PURPLE GALLINULE (Porphyrio martinicus) – A really last minute gallinule; thanks to John for his hard work .......!
COMMON GALLINULE (Gallinula galeata)
Recurvirostridae (Stilts and Avocets)
BLACK-NECKED STILT (Himantopus mexicanus)
Haematopodidae (Oystercatchers)
AMERICAN OYSTERCATCHER (Haematopus palliatus galapagensis)
Charadriidae (Plovers and Lapwings)
BLACK-BELLIED PLOVER (Pluvialis squatarola)
SEMIPALMATED PLOVER (Charadrius semipalmatus)

Guide Willy Perez captured this image of our group birding on Genovese Island. This photo shows how fearless many of the birds are; we didn't even need binoculars, but cameras were very handy!

Scolopacidae (Sandpipers and Allies)
WHIMBREL (HUDSONIAN) (Numenius phaeopus hudsonicus)
RUDDY TURNSTONE (Arenaria interpres)
RED PHALAROPE (Phalaropus fulicarius)
Laridae (Gulls, Terns, and Skimmers)
SWALLOW-TAILED GULL (Creagrus furcatus) – Both adults and young of this stunning looking gull were seen many times.
LAVA GULL (Leucophaeus fuliginosus) – We saw this rare gull several times. [E]
BROWN NODDY (Anous stolidus galapagensis)
Columbidae (Pigeons and Doves)
COMMON GROUND-DOVE (Columbina passerina) – Quito.
GALAPAGOS DOVE (Zenaida galapagoensis) – This small endemic dove is present on different islands. [E]
EARED DOVE (Zenaida auriculata) – In the gardens of the hotel in Quito.
Cuculidae (Cuckoos)
SMOOTH-BILLED ANI (Crotophaga ani) [I]
DARK-BILLED CUCKOO (Coccyzus melacoryphus) – Nice looks at this cuckoo in San Cristobal.
Tytonidae (Barn-Owls)
BARN OWL (GALAPAGOS) (Tyto alba punctatissima) – This is the one that showed up in the bathroom at the restaurant when we were having lunch.
Strigidae (Owls)
SHORT-EARED OWL (GALAPAGOS) (Asio flammeus galapagoensis)
Trochilidae (Hummingbirds)
SPARKLING VIOLETEAR (Colibri coruscans)
WESTERN EMERALD (Chlorostilbon melanorhynchus)
Picidae (Woodpeckers)
CRIMSON-MANTLED WOODPECKER (Colaptes rivolii brevirostris)
Tyrannidae (Tyrant Flycatchers)
VERMILION FLYCATCHER (OBSCURUS GROUP) (Pyrocephalus rubinus piurae) – Seen at the San Jose gardens in Quito.
VERMILION FLYCATCHER (GALAPAGOS) (Pyrocephalus rubinus nanus) – We saw this one on Isabela on our way to the highlands.
GALAPAGOS FLYCATCHER (Myiarchus magnirostris) [E]
Hirundinidae (Swallows)
BLUE-AND-WHITE SWALLOW (Pygochelidon cyanoleuca)
GRAY-BREASTED MARTIN (Progne chalybea) – Seen in the airport at Guayaquil.
GALAPAGOS MARTIN (Progne modesta) – The ones that were sitting on the cliffs at Tagus Cave were superb, and gave us a nice show. [E]
Turdidae (Thrushes and Allies)
GREAT THRUSH (Turdus fuscater)
Mimidae (Mockingbirds and Thrashers)
GALAPAGOS MOCKINGBIRD (Mimus parvulus) – This most widespread of the four Galapagos mockingbird species was seen several times. [E]

We saw many beautiful Swallow-tailed Gulls, including this individual who posed nicely for participant David Stickney.

FLOREANA MOCKINGBIRD (Mimus trifasciatus) [E]
ESPA–OLA MOCKINGBIRD (Mimus macdonaldi) [E]
Parulidae (New World Warblers)
YELLOW WARBLER (GALAPAGOS) (Setophaga petechia aureola) – They followed us everywhere during our time in Galapagos.
Thraupidae (Tanagers and Allies)
SCRUB TANAGER (Tangara vitriolina) – Great looks at San Jose Hotel in Quito.
GREEN WARBLER-FINCH (Certhidea olivacea) – We saw this one on our visit to Isabela, and also Santa Cruz. [E]
GRAY WARBLER-FINCH (Certhidea fusca mentalis) – The one at Genovesa. [E]
GRAY WARBLER-FINCH (Certhidea fusca luteola) – We saw this one at San Cristobal. [E]
GRAY WARBLER-FINCH (Certhidea fusca bifasciata) – We saw only one, but we got nice looks on Santa Fe Island.
GRAY WARBLER-FINCH (Certhidea fusca cinerascens) – Many of them when we visited Espanola. [E]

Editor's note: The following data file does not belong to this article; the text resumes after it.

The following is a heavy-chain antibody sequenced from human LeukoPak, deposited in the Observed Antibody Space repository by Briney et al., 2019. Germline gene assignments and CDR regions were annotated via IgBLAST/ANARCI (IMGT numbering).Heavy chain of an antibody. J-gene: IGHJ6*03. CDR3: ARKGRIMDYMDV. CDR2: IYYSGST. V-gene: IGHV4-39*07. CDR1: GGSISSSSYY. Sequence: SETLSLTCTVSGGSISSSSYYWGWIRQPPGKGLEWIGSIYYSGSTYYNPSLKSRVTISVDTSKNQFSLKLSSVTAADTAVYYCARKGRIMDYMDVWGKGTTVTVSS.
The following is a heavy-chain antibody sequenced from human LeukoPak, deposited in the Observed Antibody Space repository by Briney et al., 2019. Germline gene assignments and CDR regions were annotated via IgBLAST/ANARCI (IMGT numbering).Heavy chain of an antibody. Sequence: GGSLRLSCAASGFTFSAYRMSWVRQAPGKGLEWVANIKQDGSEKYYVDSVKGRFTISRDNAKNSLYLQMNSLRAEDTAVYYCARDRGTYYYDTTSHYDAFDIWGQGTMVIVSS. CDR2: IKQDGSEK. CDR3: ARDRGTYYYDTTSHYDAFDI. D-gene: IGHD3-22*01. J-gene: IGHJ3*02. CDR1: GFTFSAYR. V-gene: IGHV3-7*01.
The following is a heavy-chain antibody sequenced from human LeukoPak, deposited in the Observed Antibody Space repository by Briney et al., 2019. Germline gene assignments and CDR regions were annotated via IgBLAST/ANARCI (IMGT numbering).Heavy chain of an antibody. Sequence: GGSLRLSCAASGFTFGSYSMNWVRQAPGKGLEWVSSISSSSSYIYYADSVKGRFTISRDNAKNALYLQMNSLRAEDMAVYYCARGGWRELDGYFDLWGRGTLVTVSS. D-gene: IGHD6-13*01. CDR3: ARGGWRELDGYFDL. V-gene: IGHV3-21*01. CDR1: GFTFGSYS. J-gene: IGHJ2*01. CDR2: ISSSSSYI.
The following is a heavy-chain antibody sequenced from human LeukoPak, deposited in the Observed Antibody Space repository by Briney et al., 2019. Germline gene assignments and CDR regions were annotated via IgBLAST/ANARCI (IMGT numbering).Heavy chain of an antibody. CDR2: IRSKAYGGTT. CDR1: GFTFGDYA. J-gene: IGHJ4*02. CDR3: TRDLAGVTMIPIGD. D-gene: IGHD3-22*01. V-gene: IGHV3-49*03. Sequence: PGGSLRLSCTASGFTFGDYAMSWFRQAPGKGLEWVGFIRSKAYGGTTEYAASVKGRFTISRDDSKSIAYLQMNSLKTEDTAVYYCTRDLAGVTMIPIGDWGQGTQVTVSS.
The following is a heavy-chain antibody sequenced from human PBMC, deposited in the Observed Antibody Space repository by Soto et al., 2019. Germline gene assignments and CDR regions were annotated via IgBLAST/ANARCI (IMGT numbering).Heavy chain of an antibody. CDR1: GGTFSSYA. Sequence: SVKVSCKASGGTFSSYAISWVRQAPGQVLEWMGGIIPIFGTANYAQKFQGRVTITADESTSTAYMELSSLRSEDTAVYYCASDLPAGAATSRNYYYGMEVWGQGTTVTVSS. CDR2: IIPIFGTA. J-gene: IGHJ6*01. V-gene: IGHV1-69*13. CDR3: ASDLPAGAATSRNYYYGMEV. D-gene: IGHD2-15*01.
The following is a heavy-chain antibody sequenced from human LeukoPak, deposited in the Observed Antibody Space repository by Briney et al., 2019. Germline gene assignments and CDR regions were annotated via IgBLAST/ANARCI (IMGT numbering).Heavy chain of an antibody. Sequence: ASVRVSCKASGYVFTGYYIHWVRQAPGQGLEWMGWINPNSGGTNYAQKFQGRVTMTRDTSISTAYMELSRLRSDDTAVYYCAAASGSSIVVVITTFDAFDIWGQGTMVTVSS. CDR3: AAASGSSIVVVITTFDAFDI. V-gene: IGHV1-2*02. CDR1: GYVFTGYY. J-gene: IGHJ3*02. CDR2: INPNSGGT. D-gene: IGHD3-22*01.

These Galapagos Martins were part of the group we saw so well at Tagus Cave. Photograph by participant Wally Levernier.

VEGETARIAN FINCH (Platyspiza crassirostris) – This big finch was seen on San Cristobal and also on Santa Cruz. [E]
WOODPECKER FINCH (Camarhynchus pallidus pallidus) – This is the subspecies that we saw in the highlands of Santa Cruz. [E]
WOODPECKER FINCH (Camarhynchus pallidus productus) – Nice views of this bird at Isabela. [E]
WOODPECKER FINCH (Camarhynchus pallidus striatipecta) – This bird often uses a little stick as a tool, but ours never really used it. We saw it on San Cristobal. [E]
LARGE TREE-FINCH (Camarhynchus psittacula psittacula) – The last finch that we saw on our trip, when we went to Santa Cruz on the last day. [E]
MEDIUM TREE-FINCH (Camarhynchus pauper) – Asilo de la Paz in Floreana was the place to find this finch, and that is exactly were we saw them. [E]
SMALL TREE-FINCH (Camarhynchus parvulus parvulus) – This finch is more wide spread in the Archipelago than the next one; we saw them on Isabela, Floreana and Santa Cruz. [E]
SMALL TREE-FINCH (Camarhynchus parvulus salvini) – This subspecies is the one that we saw at San Cristobal. [E]
MANGROVE FINCH (Camarhynchus heliobates) – We saw this super-rare bird on Isabela.
SMALL GROUND-FINCH (Geospiza fuliginosa) [E]

Our experience with this Barn Owl was truly unique! How many groups find their Barn Owl in the bathroom of a restaurant? Photograph by participant David Stickney.

LARGE GROUND-FINCH (Geospiza magnirostris) – These are the finches with the gigantic beak; we saw a few of them on Genovesa. [E]
SHARP-BEAKED GROUND-FINCH (DIFFICILIS) (Geospiza difficilis difficilis) – Several birds were present on Genovesa. [E]
COMMON CACTUS-FINCH (Geospiza scandens intermedia) [E]
MEDIUM GROUND-FINCH (Geospiza fortis) [E]
LARGE CACTUS-FINCH (CONIROSTRIS) (Geospiza conirostris conirostris) – Very common at Espanola. [E]
LARGE CACTUS-FINCH (PROPINQUA) (Geospiza conirostris propinqua) – Few seen at Genovesa. [E]
Emberizidae (Buntings and New World Sparrows)
RUFOUS-COLLARED SPARROW (Zonotrichia capensis)
Cardinalidae (Cardinals and Allies)
GOLDEN GROSBEAK (Pheucticus chrysogaster)

BOTTLENOSE DOLPHIN (Tursiops truncatus)
ORCA (Orcinus orca)
FIN WHALE (Balaenoptera physalus)
"GALAPAGOS" SEA LION (Zalophus californianus wollebacki)
GALAPAGOS FUR SEAL (Arctocephalus galapagoensis) [E]
MARINE IGUANA (Amblyrhynchus cristatus) – These bizarre creatures were fun to watch. [E]
LAND IGUANA (Conolophus subcristatus) [E]
GALAPAGOS LAVA LIZARD (Microlophus albemarlensis) [E]
ESPANOLA LAVA LIZARD (Microlophus delanonis) [E]
FLOREANA LAVA LIZARD (Microlophus grayi) [E]
SAN CRISTOBAL LAVA LIZARD (Microlophus bivattatus) [E]
GALAPAGOS (GIANT) TORTOISE (Geochelone elephantopus) – The truly gigantic ones were at Santa Cruz. [E]
GREEN SEA TURTLE (Chelonia mydas) – Many seen from the boat.


The Santa Fe Land Iguana was not on the list, but I think it needed a mention.

We also saw a Devil Ray, Galapagos Shark, Manta Ray, Diamond Stingray, Yellow-Finned Tuna, Ocean Sunfish (Mola Mola), plus Galapagos Blue and Sulphur Butterflies.

Totals for the tour: 89 bird taxa and 5 mammal taxa